Vertebral arch (arcus vertebrae) forms protection for the spinal cord and it is the reason that it could also be called the neural arch. It is the posterior part of the vertebra which consists of:
Pedicle of vertebral arch
Pedicle of vertebral arch (pedunculus arcus vertebrae) which projects posterolaterally from the body and it is fused with the second one in the midline. On the pedicles of the following structures that may be identified:
- The superior vertebral notch (smaller) and the inferior vertebral notch (deeper) which form the in-tervertebral foramen (made up of the inferior vertebral notch from vertebra above and the superior vertebral notch from the vertebra below) when the vertebrae are articulated. The intervertebral foramen is a space between pedicles of adjacent vertebrae for passage of the spinal nerve (see Fig. 2-33)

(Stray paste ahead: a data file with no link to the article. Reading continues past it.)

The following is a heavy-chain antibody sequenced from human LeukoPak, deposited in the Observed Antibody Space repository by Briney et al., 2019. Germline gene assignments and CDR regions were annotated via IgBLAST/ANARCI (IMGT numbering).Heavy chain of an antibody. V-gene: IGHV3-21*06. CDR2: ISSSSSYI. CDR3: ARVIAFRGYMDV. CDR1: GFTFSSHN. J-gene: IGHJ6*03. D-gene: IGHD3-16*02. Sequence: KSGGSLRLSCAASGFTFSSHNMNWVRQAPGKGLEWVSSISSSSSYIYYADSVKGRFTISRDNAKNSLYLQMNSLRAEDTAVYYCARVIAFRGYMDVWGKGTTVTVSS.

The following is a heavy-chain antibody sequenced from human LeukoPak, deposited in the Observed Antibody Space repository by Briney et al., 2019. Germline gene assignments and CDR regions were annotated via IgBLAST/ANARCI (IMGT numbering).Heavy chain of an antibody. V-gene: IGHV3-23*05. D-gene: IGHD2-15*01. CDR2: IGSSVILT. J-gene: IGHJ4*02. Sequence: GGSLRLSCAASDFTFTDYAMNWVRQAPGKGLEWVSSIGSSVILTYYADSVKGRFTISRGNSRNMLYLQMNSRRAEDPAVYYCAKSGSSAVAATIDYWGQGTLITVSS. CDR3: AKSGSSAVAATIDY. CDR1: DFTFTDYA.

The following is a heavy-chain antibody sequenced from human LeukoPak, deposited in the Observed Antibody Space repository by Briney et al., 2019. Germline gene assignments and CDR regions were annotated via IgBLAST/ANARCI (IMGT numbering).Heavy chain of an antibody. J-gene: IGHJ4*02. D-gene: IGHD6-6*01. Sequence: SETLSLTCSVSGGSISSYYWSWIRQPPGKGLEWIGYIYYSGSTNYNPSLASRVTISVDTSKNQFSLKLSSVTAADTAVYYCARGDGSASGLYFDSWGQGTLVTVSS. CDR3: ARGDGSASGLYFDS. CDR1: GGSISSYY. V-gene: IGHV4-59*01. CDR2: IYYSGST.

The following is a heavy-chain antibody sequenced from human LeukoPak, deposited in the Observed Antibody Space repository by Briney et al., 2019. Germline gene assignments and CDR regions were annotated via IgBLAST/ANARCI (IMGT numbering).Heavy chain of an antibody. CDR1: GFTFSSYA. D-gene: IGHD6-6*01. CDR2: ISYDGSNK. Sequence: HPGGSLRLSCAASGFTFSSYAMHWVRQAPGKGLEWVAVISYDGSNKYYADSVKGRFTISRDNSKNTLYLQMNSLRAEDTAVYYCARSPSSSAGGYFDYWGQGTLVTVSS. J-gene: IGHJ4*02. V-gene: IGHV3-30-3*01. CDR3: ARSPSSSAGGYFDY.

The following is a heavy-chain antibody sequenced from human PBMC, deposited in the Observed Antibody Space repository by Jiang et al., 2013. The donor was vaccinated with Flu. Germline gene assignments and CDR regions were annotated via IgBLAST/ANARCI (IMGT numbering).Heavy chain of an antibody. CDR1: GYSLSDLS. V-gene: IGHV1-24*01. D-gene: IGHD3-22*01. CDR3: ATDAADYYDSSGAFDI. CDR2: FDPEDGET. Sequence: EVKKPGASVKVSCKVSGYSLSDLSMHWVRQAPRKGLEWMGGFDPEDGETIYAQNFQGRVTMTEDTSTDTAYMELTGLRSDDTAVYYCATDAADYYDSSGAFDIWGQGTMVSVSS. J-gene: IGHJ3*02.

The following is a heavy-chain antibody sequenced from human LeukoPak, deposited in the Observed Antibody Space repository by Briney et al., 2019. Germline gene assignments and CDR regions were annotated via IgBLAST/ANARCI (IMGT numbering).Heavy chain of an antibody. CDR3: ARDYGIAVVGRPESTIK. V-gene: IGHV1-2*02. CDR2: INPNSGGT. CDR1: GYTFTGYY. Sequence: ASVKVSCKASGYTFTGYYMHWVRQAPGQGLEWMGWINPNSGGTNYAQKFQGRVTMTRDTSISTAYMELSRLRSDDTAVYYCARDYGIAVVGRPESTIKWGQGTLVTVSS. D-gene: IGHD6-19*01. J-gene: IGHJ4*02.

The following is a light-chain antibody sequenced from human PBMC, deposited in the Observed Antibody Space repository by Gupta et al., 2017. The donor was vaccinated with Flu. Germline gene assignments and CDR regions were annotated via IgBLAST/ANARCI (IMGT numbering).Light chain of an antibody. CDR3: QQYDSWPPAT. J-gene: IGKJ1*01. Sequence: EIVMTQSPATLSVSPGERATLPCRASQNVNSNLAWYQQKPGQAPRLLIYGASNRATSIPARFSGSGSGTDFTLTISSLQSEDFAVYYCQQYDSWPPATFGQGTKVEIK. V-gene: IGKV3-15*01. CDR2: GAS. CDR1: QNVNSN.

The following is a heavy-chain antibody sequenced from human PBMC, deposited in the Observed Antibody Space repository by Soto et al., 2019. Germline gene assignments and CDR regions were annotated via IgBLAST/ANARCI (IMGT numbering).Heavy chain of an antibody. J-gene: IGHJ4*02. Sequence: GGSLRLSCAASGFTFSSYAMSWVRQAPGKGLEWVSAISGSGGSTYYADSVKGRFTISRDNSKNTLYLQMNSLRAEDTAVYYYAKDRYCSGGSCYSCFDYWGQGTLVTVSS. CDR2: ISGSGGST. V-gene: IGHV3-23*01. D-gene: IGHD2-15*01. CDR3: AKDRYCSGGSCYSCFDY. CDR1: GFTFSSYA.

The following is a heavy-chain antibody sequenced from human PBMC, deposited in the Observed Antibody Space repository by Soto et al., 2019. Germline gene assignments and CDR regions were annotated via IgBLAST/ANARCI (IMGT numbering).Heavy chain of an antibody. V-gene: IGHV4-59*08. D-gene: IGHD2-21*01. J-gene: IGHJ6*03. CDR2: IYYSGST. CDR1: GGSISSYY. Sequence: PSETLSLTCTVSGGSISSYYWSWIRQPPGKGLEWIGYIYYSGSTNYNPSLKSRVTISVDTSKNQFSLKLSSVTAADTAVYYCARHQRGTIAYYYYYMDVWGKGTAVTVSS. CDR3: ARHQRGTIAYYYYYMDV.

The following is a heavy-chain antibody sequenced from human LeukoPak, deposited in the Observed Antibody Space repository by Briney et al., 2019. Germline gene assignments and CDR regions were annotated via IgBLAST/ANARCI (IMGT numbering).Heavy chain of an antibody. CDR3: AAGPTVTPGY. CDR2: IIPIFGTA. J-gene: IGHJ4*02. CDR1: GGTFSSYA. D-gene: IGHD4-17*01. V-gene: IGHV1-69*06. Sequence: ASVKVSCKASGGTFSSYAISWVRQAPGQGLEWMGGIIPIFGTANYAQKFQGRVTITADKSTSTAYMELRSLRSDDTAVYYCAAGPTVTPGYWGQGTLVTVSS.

Lamina of vertebral arch
Lamina of vertebral arch (lamina arcus vertebrae) extends posteromedialy from pedicle of vertebral arch, and it connects with the second one in the midline.
There are seven processess (three types), which arise from the vertebral arch.
- Spinous process (processus spinosus) is an unpaired process which projects backwardly in the midsagittal plane from the union point of the vertebral arch laminae
- Transverse process (processus transversus) is a paired process which projects laterally on each side from the junction of the lamina and pedicle. They form bony levers for the attachment of deep back muscles.
- Superior articular process (processus articularis superior) is a paired process and it projects superiorly on each of the pedicle (it projects superiorly and in different regions, the superior, anterior or medial articular surface is found on it for the cervical, thoracic and lumbar vertebrae respectively).
- Inferior articular process (processus articularis inferior) is a paired process that projects inferiorly on each side of the pedicle (it project inferiorly and in different regions, the inferior, posterior or lateral articular surface is found on it for the cervical, thoracic and lumbar vertebrae respectively).